Purpose, Value, Effectiveness

Focusing on purpose, value, and effectiveness will help your Christian school increase its agility.

Goals are important.  However, focusing too much on the goal will impede effectiveness and sometimes prevent you from achieving a goal.  Most schools have 12-month growth and financial goals (static).  However, a Christian school operates in an evolving society.  Its purpose is to solve a problem articulated by the mission statement with a solution defined by the needs of the students and the expectations of the community.  The perception of the problem, needs of the students, and expectations of the community are dynamic.

When static goals are the focus, the Christian school will reach its goals but miss the opportunity to effectively serve its students.  As a result, relevance and sustainability will decline.

If the needs of the students change for some reason (declining economy for instance), either the cost of serving the students will increase or the value of the solution will decrease.  If the costs increase, it will be difficult to achieve the financial goals and may impede reaching the grow goals.  If the value of the solution declines (lower effectiveness), donors will be less generous next year, which means next year’s financial goals will be hard to reach or the goal must be reduced (lower sustainability).  The students will be less satisfied and word of mouth will decline along with community support and sustainability.

The best choice, of the two alternatives, is to focus on effectively fulfilling promises found in the mission statement (providing value for the students and the community).  The financial goals are likely to suffer; however, donor satisfaction will be higher, which means donor generosity will be sustained or increased.  If so, it will be possible to make up the lost revenue next year. Of course, this assumes that the board is willing to make effectively meeting the promises of the mission statement the highest priority.

The freedom to focus on constantly increasing your value to your students and community will raise the effectiveness of your services and mission.  The freedom also makes it possible for you to make the changes your students need and your community expects.  It also eliminates the delay between noticing the need and building it into next year’s budget.  In addition, constantly responding to the ever-changing needs will help your school become more flexible and agile.  An increase in effectiveness, flexibility, and agility will significantly increase your school’s sustainability.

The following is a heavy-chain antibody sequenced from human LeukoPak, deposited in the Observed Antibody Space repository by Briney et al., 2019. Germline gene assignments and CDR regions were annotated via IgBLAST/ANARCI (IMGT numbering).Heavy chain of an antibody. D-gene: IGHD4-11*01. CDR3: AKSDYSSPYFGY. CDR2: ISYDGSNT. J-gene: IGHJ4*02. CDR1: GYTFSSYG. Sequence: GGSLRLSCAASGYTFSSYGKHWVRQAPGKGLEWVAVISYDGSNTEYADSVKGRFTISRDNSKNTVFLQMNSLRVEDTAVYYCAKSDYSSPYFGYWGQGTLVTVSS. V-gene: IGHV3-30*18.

The purpose of every Christian school is to fulfill the promises of its mission statement.  It is easier for a school to fulfill its promises, increase its value to students and the community, and improve its effectiveness when it has the freedom to respond to the changes around it as they occur.

Next Step:

Convince your board that this year’s static goals are guidelines and the increased focus on purpose, value, and effectiveness should be the success measures

Find quantitative measures (evidence) for the change in your purpose, value, and effectiveness

Report evidence of your changes in purpose, value, and effectiveness to your stakeholders

Focusing on the purpose, value, and effectiveness is also more fulfilling for the staff.  The usual static goals are dry and lifeless.  They are can be important to the health of your school but they can also be a distraction from the mission.  The static goals also limit the principal and staff’s opportunities to make a personal or distinctive impact on the students’ lives or the community’s success.  You will find that purpose, value, and effectiveness changes can be inspirational for your staff.

Focusing on purpose, value, and effectiveness is one of the more sincere and obvious ways to put the stakeholders first.

Take It Further:

What else can you do to ensure the best interests of your stakeholders are always the prime concern?

What changes in your organizational and board culture are necessary to give the staff the freedom to put purpose, value, and effective first?


Comments are closed.